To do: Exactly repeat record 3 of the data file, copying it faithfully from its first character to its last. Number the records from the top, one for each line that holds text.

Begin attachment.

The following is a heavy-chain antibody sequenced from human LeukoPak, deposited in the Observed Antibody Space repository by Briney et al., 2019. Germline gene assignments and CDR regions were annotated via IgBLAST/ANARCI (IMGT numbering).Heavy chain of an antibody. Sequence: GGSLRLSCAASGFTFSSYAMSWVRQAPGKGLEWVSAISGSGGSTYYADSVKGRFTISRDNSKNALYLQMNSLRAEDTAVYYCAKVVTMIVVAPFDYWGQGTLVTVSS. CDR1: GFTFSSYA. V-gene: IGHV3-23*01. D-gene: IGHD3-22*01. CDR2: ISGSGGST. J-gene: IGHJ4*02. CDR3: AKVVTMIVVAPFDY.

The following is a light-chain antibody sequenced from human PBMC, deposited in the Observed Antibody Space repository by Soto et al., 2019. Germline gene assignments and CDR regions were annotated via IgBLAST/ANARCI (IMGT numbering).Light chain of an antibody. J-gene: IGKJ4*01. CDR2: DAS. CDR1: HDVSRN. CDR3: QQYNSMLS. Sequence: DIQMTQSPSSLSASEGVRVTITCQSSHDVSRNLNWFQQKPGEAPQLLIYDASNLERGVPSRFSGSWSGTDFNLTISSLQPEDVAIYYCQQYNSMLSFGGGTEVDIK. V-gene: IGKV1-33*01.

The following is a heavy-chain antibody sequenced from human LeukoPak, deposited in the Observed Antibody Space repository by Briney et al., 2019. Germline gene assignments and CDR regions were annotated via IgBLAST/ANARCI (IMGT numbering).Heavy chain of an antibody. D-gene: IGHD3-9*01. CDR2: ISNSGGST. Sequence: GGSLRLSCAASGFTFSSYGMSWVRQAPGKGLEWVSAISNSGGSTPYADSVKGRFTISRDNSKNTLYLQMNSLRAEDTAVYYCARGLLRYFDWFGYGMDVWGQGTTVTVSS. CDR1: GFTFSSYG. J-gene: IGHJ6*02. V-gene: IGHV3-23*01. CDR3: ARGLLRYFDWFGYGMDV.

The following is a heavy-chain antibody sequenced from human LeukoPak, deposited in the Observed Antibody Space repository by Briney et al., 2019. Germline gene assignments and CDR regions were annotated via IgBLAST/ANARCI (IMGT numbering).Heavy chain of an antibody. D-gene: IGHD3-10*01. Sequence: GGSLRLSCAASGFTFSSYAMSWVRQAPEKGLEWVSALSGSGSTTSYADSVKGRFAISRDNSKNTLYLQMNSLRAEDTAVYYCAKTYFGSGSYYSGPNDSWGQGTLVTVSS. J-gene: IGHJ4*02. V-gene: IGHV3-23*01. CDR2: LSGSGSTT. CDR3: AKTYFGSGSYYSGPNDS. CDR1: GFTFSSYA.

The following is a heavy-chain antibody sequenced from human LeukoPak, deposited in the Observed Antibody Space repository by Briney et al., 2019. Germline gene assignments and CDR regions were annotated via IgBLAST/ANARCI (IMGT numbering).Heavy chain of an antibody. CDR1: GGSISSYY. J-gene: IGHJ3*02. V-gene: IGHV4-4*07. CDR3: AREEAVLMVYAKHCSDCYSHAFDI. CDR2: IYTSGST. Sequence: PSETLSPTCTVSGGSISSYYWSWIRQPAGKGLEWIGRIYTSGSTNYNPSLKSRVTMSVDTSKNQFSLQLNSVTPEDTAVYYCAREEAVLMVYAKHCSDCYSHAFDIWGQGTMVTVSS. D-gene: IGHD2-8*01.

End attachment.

The following is a heavy-chain antibody sequenced from human LeukoPak, deposited in the Observed Antibody Space repository by Briney et al., 2019. Germline gene assignments and CDR regions were annotated via IgBLAST/ANARCI (IMGT numbering).Heavy chain of an antibody. D-gene: IGHD3-9*01. CDR2: ISNSGGST. Sequence: GGSLRLSCAASGFTFSSYGMSWVRQAPGKGLEWVSAISNSGGSTPYADSVKGRFTISRDNSKNTLYLQMNSLRAEDTAVYYCARGLLRYFDWFGYGMDVWGQGTTVTVSS. CDR1: GFTFSSYG. J-gene: IGHJ6*02. V-gene: IGHV3-23*01. CDR3: ARGLLRYFDWFGYGMDV.